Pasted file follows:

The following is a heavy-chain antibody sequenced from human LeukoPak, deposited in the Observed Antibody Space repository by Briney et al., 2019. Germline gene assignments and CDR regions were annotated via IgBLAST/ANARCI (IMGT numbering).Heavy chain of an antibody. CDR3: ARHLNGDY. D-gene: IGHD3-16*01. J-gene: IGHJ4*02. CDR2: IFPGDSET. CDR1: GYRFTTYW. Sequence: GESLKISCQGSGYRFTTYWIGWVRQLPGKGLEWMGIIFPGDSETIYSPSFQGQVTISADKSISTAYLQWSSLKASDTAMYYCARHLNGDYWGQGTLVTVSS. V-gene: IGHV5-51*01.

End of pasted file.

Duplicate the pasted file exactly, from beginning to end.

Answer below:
The following is a heavy-chain antibody sequenced from human LeukoPak, deposited in the Observed Antibody Space repository by Briney et al., 2019. Germline gene assignments and CDR regions were annotated via IgBLAST/ANARCI (IMGT numbering).Heavy chain of an antibody. CDR3: ARHLNGDY. D-gene: IGHD3-16*01. J-gene: IGHJ4*02. CDR2: IFPGDSET. CDR1: GYRFTTYW. Sequence: GESLKISCQGSGYRFTTYWIGWVRQLPGKGLEWMGIIFPGDSETIYSPSFQGQVTISADKSISTAYLQWSSLKASDTAMYYCARHLNGDYWGQGTLVTVSS. V-gene: IGHV5-51*01.